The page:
In early June, the Australian government gave the second and final pass approval for the upgrade of the Australian Light Armored Vehicle (ASLAV), opening “Phase IV” of the “Land 112” program. A considerable part of the upgrading procedure has been contracted to General Dynamics Land Systems-Australia, which has previously produced both ASLAVs and M1A1 tanks for the Australian Army.
General Dynamics Land System-Australia will deal with pre-modification and refurbishment work, suspension upgrades, installation of upgrade kits, and will focus especially on the redesign and manufacturing of new mine blast belly plates, a vital part for Light Armored Vehicles (LAVs).
A $ 300 million-worth investment, “Phase IV” is conceived to deliver 113 new ASLAVs by April 2012. Main improvements will include an overall enhancement of ASLAV survivability, with a particular attention to the improvement of fragmentation and blast protection against Improvised Explosive Devices (IED), which caused most of Australian casualties in Afghanistan. It will also include new electric turret drives, improved thermal sights, and integrated laser range finder.
The main challenge for the developers of ASLAV’s new version will be to preserve the lightness and the manoeuvrability of the vehicle, as additional equipment and reinforcement of the armor are going to increase its overall weight, with an obvious relapse on performances: as it is also an amphibious vehicle, its weight is key, as much as its operational range (currently 600 km) and its top speed (100 km/h).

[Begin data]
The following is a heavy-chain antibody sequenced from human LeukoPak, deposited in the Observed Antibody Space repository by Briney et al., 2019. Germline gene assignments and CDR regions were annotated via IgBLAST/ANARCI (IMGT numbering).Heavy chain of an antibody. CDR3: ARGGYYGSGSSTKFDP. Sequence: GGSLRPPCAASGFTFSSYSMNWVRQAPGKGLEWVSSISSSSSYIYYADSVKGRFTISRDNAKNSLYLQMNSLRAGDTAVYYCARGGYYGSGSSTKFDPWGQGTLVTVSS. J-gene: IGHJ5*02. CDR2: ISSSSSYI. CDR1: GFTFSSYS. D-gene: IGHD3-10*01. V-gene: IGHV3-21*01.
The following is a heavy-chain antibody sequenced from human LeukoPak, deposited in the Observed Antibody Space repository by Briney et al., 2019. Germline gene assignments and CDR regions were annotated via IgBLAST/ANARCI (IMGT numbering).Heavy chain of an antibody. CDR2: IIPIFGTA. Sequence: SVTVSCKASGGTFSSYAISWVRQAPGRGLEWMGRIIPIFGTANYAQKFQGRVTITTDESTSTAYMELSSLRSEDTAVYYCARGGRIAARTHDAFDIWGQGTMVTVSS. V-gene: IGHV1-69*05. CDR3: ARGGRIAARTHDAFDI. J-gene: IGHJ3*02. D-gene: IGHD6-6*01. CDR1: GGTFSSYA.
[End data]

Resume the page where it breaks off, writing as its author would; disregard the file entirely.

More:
ASLAVs, currently employed in Afghanistan as part of “Operation Slipper”, can perform multiple tasks, depending on the specific setting of the vehicle. The basic required task for ASLAV is carrying personnel (up to 7 soldiers), but with specific equipment, this light armored vehicle can be employed in reconnaissance and surveillance missions, for command functions, and can also provide medical support: an ASLAV adjusted for medical evacuation can carry 3 injured soldiers laid on stretchers, or 6 sitting soldiers.
The “Land 112” program was launched by the Australian Department of Defence in 1990, a project oriented to improve the overall military capability of the Australian Army’s Cavalry Regiments. Conceived as a four-stage program, “Land 112” initially led to the acquisition of 15 Light Armored Vehicles from the U.S. Marine Corps for trial purposes.
As tests proved satisfactory, in 1992 the Department of Defence upgraded the program to “Phase II”, funding the production of 113 ASLAVs. “Phase III”, launched in 2000, brought 144 new ASLAVs and a major upgrade of “Phase II” vehicles to “Phase III” standards, which enhanced crew security and reconnaissance capabilities of the vehicle.
“Land 112” is part of the broader “Land Combat Development” program, which aims at a general substantial upgrade of the Australian Army’s combat means. Main parallel projects include the replacement of night fighting equipment for infantry with a new system, the upgrade of small arms used by infantrymen, a major replacement of artillery batteries, and the development of a system that will reduce the risk of friendly fire.